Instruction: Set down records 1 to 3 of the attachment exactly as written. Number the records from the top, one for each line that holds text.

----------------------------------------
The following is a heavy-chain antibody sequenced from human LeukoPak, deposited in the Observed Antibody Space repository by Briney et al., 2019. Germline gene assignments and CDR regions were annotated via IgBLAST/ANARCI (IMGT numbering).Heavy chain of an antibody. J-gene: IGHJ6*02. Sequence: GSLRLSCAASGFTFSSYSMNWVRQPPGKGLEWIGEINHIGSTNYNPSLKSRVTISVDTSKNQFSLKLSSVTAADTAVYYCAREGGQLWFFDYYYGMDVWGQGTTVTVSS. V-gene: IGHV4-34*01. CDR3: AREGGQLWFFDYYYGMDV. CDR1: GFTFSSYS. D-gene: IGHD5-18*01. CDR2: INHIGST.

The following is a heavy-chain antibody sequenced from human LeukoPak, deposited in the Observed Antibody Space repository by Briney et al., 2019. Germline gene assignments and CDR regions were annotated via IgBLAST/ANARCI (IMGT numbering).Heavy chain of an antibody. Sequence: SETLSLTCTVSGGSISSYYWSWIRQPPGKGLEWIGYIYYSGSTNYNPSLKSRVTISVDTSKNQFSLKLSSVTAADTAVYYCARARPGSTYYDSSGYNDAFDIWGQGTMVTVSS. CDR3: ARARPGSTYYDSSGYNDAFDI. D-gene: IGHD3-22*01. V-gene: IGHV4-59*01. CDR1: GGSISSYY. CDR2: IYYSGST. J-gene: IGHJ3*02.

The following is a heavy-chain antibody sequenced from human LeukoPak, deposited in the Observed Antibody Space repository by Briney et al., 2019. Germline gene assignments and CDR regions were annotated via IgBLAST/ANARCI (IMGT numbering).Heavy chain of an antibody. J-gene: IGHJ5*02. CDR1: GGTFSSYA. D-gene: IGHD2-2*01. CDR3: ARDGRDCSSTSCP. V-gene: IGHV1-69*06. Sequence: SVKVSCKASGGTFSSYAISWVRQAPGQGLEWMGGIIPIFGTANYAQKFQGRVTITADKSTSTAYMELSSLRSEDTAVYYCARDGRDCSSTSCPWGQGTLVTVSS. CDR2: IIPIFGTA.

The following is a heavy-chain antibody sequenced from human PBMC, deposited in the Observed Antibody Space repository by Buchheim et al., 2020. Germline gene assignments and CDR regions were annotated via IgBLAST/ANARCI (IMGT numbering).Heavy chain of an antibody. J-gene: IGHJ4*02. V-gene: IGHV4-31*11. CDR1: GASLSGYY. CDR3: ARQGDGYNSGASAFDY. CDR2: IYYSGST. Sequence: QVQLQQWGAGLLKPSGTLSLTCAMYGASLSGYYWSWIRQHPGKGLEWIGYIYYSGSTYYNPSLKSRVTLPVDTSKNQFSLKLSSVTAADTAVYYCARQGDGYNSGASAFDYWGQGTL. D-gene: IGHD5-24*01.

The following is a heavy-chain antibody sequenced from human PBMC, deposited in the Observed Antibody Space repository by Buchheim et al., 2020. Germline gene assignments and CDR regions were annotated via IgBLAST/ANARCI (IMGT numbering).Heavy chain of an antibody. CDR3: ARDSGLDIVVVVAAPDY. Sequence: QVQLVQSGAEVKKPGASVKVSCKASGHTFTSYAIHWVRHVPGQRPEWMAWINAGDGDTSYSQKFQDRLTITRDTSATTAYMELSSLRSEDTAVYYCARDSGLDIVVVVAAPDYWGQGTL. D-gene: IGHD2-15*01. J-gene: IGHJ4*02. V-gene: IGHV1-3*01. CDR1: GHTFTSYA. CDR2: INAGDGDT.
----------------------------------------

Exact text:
The following is a heavy-chain antibody sequenced from human LeukoPak, deposited in the Observed Antibody Space repository by Briney et al., 2019. Germline gene assignments and CDR regions were annotated via IgBLAST/ANARCI (IMGT numbering).Heavy chain of an antibody. J-gene: IGHJ6*02. Sequence: GSLRLSCAASGFTFSSYSMNWVRQPPGKGLEWIGEINHIGSTNYNPSLKSRVTISVDTSKNQFSLKLSSVTAADTAVYYCAREGGQLWFFDYYYGMDVWGQGTTVTVSS. V-gene: IGHV4-34*01. CDR3: AREGGQLWFFDYYYGMDV. CDR1: GFTFSSYS. D-gene: IGHD5-18*01. CDR2: INHIGST.

The following is a heavy-chain antibody sequenced from human LeukoPak, deposited in the Observed Antibody Space repository by Briney et al., 2019. Germline gene assignments and CDR regions were annotated via IgBLAST/ANARCI (IMGT numbering).Heavy chain of an antibody. Sequence: SETLSLTCTVSGGSISSYYWSWIRQPPGKGLEWIGYIYYSGSTNYNPSLKSRVTISVDTSKNQFSLKLSSVTAADTAVYYCARARPGSTYYDSSGYNDAFDIWGQGTMVTVSS. CDR3: ARARPGSTYYDSSGYNDAFDI. D-gene: IGHD3-22*01. V-gene: IGHV4-59*01. CDR1: GGSISSYY. CDR2: IYYSGST. J-gene: IGHJ3*02.

The following is a heavy-chain antibody sequenced from human LeukoPak, deposited in the Observed Antibody Space repository by Briney et al., 2019. Germline gene assignments and CDR regions were annotated via IgBLAST/ANARCI (IMGT numbering).Heavy chain of an antibody. J-gene: IGHJ5*02. CDR1: GGTFSSYA. D-gene: IGHD2-2*01. CDR3: ARDGRDCSSTSCP. V-gene: IGHV1-69*06. Sequence: SVKVSCKASGGTFSSYAISWVRQAPGQGLEWMGGIIPIFGTANYAQKFQGRVTITADKSTSTAYMELSSLRSEDTAVYYCARDGRDCSSTSCPWGQGTLVTVSS. CDR2: IIPIFGTA.